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The Hypocrite of the Month Nominations Are Out

Irwin M. Stelzer

It’s time for the January 2018 Hypocrite of the Month awards. The nominees are . . .

Jerry Brown and Andrew Cuomo, governors of the two largest states controlled by the Democratic party—which accuses the new Republican tax cuts of favoring the rich at the expense of the middle class. Brown and Cuomo are preparing to sue the federal government because the new tax law limits deduction for state income, sales, and property taxes to $10,000. Until now, the deduction has been unlimited. Clearly, this change hits people with large and expensive homes, none of whom are likely to be poor.

Senator Dick Durbin, immigration advocate Eddie Vale and all who have been claiming to represent the interests of the Dreamers who were brought here illegally by their parents and are now adults. President Trump has risked antagonizing his base by offering the Dreamers not only the right to remain here, but a path to citizenship. In return the president asks for tighter border security and a reduction of immigration unrelated to merit. No deal says Durbin. “A legislative burning cross,” says Vale. In their reckoning, the interests of future immigrants of uncertain training and skills takes precedence over the 1.8 million Dreamers who Durbin and others have always characterized as hard-working, good students who have proved themselves in the labor market.

Surely their position has nothing to do with the fact that future immigrants are likely to be Democratic voters and they want to maximize the size of this pool.

Canadian Prime Minister Justin Trudeau. When President Trump announced his travel ban last year, Trudeau tweeted, “To those fleeing persecution, terror and war, Canadians will welcome you, regardless of your faith,” to which he later added “regardless of who you are or where you are from, there’s always a place for you in Canada.” And so they came, across the border into Quebec, some 10,000, mostly Haitians who feared to remain in the United States, to which they had immigrated illegally. About 1,400 more arrive every month.

It turns out that Canada does not have the infrastructure to handle these immigrants, many of whom are now living in tents provided by the army. So Canadian representatives, among them Pablo Rodriguez, a member of parliament, met with members of the Hispanic community in Los Angeles and told them, according to the Wall Street Journal, that they should not assume they would be welcome in Canada, “and could be deported to their country of origin it they make the trip north,” instead of merely being returned to the United States. “Furthermore, if they have been denied asylum in the U.S., they are unlikely to receive it in Canada.”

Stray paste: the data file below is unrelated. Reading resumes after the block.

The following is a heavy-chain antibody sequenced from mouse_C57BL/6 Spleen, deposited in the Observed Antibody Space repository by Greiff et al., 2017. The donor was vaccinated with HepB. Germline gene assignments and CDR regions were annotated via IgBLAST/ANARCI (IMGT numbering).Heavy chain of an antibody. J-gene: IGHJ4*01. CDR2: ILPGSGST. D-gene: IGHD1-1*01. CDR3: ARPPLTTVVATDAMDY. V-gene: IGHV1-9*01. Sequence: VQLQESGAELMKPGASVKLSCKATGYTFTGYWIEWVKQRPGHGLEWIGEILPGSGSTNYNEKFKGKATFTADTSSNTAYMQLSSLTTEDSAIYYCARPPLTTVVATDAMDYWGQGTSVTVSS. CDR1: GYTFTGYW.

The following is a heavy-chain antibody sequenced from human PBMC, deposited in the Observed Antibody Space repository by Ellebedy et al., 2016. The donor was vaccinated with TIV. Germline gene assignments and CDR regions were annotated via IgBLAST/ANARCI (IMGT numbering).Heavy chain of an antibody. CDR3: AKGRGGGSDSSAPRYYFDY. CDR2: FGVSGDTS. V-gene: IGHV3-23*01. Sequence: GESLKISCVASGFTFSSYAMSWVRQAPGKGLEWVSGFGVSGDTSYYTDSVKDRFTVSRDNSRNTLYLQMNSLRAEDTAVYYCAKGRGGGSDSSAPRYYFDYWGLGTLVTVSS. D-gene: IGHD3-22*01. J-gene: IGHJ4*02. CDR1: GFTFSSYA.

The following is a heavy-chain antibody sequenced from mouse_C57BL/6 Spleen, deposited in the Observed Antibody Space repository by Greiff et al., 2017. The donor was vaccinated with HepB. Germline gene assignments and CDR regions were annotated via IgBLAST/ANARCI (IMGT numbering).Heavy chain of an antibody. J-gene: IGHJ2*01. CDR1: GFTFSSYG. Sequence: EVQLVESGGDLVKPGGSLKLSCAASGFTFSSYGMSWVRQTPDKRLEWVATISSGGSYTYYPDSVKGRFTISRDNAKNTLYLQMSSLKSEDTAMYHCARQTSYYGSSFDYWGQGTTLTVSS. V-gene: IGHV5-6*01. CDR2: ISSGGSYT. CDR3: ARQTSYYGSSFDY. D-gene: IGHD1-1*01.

Margaritis Schinas, deputy director general of the European Commission. In response to President Trump’s warning that he considers the trading relationship with the European Union unfair, Schinas warned, “The European Union stands ready to react swiftly and appropriately in case our exports are affected by any restrictive trade measures from the United States.” In other words, a group of countries that run a trade surplus of $93 billion annually with the United States is willing to take us on in a trade war even though they have more to lose than we have. Also, consider the fact that the E.U.’s own trade barriers hurt exports of our AAA products—autos, agriculture, and audio-visual products.

Autos: The European Union, which exports lots of vehicles to the United States, has an import duty of 10 percent; ours is 2.5 percent. Car & Driver magazine reports that the 10 percent duty imposed on imports into the European Union is preventing BMW, Mercedes-Benz, and Volkswagen from building more factories here in which to make cars for export to Europe.

Agriculture: The multiple tools that protect the agricultural sector of the European Union are embedded in the founding documents of the E.U. and designed, in the words of two European professors, “to make the presence of foreign products in the domestic market difficult (impossible),” and to stimulate exports, using subsidies.

Audio-visual products: The European Union has an exemption from WTO rules that permits it to limit the market for American films, television programs, and what are called “cultural” products. It requires that at least half of TV broadcasting time in Europe be allocated to European-made programing. Which is far more potent than mere tariffs.

And the winner is . . . send your vote by clicking on “Respond” (it’s right down there).

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